This is a breathtaking level of access, all too common in murky apps like these, that raise very substantial privacy concerns.After everything we learned about Russia’s unrepentant cyber-aggression in 2016, the nexus of facial recognition, digital privacy, and a shadowy Russian company based in St. Petersburg, where so much of the Russian interference in our elections and interference with the internet emerged from…what happened with this app from Wireless Labs called FaceApp should set off alarm bells for all Americans.

So at the very least, we need to know more about what the heck is going on here. So I have called for the FTC and the FBI to investigate FaceApp, to see if private information of millions of Americans could wind up in the wrong hands, and used for very bad purposes. We need more than the assurances—we need facts. The potential for our facial data, and the data from all of our friends and family contained in our photos, to fall into the hands of something like Russian intelligence or the Russian military is really troubling.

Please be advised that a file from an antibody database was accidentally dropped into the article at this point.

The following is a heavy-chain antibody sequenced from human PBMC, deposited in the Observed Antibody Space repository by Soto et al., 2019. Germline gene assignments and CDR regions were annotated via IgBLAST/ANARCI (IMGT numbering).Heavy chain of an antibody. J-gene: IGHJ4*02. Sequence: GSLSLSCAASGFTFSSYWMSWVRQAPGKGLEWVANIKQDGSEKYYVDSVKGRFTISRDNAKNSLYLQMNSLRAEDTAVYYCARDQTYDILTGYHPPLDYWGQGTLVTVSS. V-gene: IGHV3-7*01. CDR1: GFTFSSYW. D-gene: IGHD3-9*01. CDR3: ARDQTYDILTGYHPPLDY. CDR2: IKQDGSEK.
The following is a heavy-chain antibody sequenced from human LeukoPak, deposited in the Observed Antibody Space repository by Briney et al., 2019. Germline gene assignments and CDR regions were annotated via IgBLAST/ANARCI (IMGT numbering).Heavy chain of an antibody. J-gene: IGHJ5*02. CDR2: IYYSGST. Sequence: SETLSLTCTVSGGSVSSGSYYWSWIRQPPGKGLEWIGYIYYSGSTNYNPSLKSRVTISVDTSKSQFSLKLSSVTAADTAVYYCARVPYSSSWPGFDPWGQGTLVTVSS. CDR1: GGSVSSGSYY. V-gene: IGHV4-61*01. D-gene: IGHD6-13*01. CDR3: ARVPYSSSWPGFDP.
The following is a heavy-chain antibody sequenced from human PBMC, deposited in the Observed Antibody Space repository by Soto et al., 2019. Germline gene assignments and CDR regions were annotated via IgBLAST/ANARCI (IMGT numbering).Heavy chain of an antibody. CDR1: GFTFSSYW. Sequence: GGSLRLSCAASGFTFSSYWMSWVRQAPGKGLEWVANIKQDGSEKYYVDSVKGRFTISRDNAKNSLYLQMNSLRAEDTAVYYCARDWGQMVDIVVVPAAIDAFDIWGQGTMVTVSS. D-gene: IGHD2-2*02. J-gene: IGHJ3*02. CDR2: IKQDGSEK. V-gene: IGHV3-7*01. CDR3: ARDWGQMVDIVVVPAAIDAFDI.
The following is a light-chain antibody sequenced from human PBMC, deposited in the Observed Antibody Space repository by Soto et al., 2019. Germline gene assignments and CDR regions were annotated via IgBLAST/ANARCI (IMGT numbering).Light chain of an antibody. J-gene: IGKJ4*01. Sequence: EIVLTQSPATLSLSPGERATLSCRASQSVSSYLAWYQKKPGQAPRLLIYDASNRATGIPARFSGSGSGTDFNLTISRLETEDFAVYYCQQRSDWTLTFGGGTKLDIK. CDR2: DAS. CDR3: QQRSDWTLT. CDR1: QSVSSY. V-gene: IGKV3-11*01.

I strongly urge the FTC, the FBI to get to the bottom of FaceApp.

One more issue. Over the last few months, Americans have seen for themselves the awful conditions that migrant children are enduring at our southern border. Faultless kids, many traveling alone, many very young, are subjected to inhumane conditions, without the proper health care, nutrition, hygiene, or space. People have different views on immigration, we know that. But no one should want to see these kids treated so inhumanely. All they’re doing is fleeing for a better life.

And so, this weekend I am leading a visit to the border with a number of my Democratic colleagues to investigate, inspect, and evaluate the latest conditions at these facilities. We hope, desperately hope, that the conditions have improved over the past several weeks and we will certainly report to the American people and to the Senate on what we find.